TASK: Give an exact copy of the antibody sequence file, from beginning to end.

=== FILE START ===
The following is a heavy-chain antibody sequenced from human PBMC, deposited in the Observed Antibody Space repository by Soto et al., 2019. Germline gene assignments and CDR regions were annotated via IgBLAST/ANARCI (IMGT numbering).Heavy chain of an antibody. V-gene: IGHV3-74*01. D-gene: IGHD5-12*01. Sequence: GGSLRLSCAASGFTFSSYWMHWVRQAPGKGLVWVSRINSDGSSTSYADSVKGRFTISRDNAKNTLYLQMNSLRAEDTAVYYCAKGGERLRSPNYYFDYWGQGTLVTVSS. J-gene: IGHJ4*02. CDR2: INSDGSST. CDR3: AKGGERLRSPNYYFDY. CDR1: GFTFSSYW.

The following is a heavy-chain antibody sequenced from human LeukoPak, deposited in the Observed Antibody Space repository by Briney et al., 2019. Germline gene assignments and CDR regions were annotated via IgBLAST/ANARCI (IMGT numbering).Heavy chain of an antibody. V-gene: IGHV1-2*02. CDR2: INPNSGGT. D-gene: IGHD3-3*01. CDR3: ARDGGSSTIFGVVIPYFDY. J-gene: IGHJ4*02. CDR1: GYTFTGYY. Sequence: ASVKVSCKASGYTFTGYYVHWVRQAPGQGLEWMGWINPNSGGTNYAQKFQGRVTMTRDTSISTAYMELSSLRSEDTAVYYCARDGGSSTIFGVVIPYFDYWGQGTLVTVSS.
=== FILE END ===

The following is a heavy-chain antibody sequenced from human PBMC, deposited in the Observed Antibody Space repository by Soto et al., 2019. Germline gene assignments and CDR regions were annotated via IgBLAST/ANARCI (IMGT numbering).Heavy chain of an antibody. V-gene: IGHV3-74*01. D-gene: IGHD5-12*01. Sequence: GGSLRLSCAASGFTFSSYWMHWVRQAPGKGLVWVSRINSDGSSTSYADSVKGRFTISRDNAKNTLYLQMNSLRAEDTAVYYCAKGGERLRSPNYYFDYWGQGTLVTVSS. J-gene: IGHJ4*02. CDR2: INSDGSST. CDR3: AKGGERLRSPNYYFDY. CDR1: GFTFSSYW.

The following is a heavy-chain antibody sequenced from human LeukoPak, deposited in the Observed Antibody Space repository by Briney et al., 2019. Germline gene assignments and CDR regions were annotated via IgBLAST/ANARCI (IMGT numbering).Heavy chain of an antibody. V-gene: IGHV1-2*02. CDR2: INPNSGGT. D-gene: IGHD3-3*01. CDR3: ARDGGSSTIFGVVIPYFDY. J-gene: IGHJ4*02. CDR1: GYTFTGYY. Sequence: ASVKVSCKASGYTFTGYYVHWVRQAPGQGLEWMGWINPNSGGTNYAQKFQGRVTMTRDTSISTAYMELSSLRSEDTAVYYCARDGGSSTIFGVVIPYFDYWGQGTLVTVSS.